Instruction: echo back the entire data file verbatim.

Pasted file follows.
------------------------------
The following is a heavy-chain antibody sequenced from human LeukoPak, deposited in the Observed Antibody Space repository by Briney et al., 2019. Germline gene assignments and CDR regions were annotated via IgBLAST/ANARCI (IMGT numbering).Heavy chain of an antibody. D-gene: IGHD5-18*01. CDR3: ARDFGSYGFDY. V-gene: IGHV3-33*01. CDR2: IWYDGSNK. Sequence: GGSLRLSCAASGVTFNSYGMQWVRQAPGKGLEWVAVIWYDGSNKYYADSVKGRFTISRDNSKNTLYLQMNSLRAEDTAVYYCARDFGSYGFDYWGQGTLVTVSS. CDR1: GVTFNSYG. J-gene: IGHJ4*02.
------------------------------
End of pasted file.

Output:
The following is a heavy-chain antibody sequenced from human LeukoPak, deposited in the Observed Antibody Space repository by Briney et al., 2019. Germline gene assignments and CDR regions were annotated via IgBLAST/ANARCI (IMGT numbering).Heavy chain of an antibody. D-gene: IGHD5-18*01. CDR3: ARDFGSYGFDY. V-gene: IGHV3-33*01. CDR2: IWYDGSNK. Sequence: GGSLRLSCAASGVTFNSYGMQWVRQAPGKGLEWVAVIWYDGSNKYYADSVKGRFTISRDNSKNTLYLQMNSLRAEDTAVYYCARDFGSYGFDYWGQGTLVTVSS. CDR1: GVTFNSYG. J-gene: IGHJ4*02.